The Star: 'A plan to televise a poem packed with obscenities caused outrage last night. ITV chiefs intend to screen a reading of Tony Harrison's verse v. which is full of four-letter words.'
Daily Mail: A torrent of four-letter filth… the most explicitly sexual language yet beamed into the nation's living rooms… the crudest, most offensive word is used 17 times.'
Gerald Howarth, MP: 'It is full of expletives and I can't see that it serves any artistic purpose whatsoever.'
Mary Whitehouse: 'This work of singular nastiness.'
Harold Pinter: 'The criticism against the poem has been offensive, juvenile and, of course, philistine. It should certainly be broadcast.'
Tony Harrison's v. was written during the Miners' Strike of 1984-85 when he visited his parents' grave in a Leeds cemetery and found it vandalised by obscene graffiti. In the book-length poem, he confronts the foul-mouthed skinhead thug responsible, who becomes a foil for his own anger and alienation. The political and media reaction to v. would make a book in itself. This is that book. As well as Tony Harrison's poem and Graham Sykes's photographs, this new edition of v. includes press articles, letters, reviews, a defence of the poem and film by director Richard Eyre, and a transcript of the phone calls logged by Channel Four on the night of the broadcast.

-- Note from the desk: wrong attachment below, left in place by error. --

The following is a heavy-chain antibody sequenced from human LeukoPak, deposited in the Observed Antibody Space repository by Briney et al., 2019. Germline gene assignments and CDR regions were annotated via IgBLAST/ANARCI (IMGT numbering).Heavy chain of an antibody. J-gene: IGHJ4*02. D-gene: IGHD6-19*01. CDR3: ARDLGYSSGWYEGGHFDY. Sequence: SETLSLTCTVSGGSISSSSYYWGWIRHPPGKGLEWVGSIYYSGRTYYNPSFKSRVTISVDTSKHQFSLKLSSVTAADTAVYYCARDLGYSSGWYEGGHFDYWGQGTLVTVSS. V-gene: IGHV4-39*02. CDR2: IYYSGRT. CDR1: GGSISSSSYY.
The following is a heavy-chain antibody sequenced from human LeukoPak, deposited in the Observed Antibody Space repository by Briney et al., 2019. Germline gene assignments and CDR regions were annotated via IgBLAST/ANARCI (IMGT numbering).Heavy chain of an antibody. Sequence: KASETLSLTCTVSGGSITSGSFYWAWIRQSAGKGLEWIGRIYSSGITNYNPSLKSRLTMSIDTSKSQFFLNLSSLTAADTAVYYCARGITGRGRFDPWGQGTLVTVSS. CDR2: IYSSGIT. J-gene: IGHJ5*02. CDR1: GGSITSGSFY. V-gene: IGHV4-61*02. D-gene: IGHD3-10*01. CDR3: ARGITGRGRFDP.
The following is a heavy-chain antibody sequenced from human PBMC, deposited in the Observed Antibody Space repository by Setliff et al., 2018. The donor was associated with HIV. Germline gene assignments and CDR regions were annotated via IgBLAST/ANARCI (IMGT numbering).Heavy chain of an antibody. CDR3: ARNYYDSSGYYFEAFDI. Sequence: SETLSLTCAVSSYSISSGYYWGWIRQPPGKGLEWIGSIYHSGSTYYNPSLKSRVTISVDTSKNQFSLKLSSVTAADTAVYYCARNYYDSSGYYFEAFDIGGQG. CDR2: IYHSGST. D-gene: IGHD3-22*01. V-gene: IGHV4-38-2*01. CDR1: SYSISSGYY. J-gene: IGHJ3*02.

'If I had the slightest influence over educational policy in this country, I'd see that v. was a set text in every school in the country, but of course if we lived in that sort of country, the poem wouldn't have needed to be written' – Richard Eyre.
Channel Four’s film of v. won the Royal Television Society’s Best Original Programme Award.
The ebook with audio edition uses a new recording of Tony Harrison reading v. made by Thistledown Productions and first broadcast on BBC Radio 4 on 18 February 2013.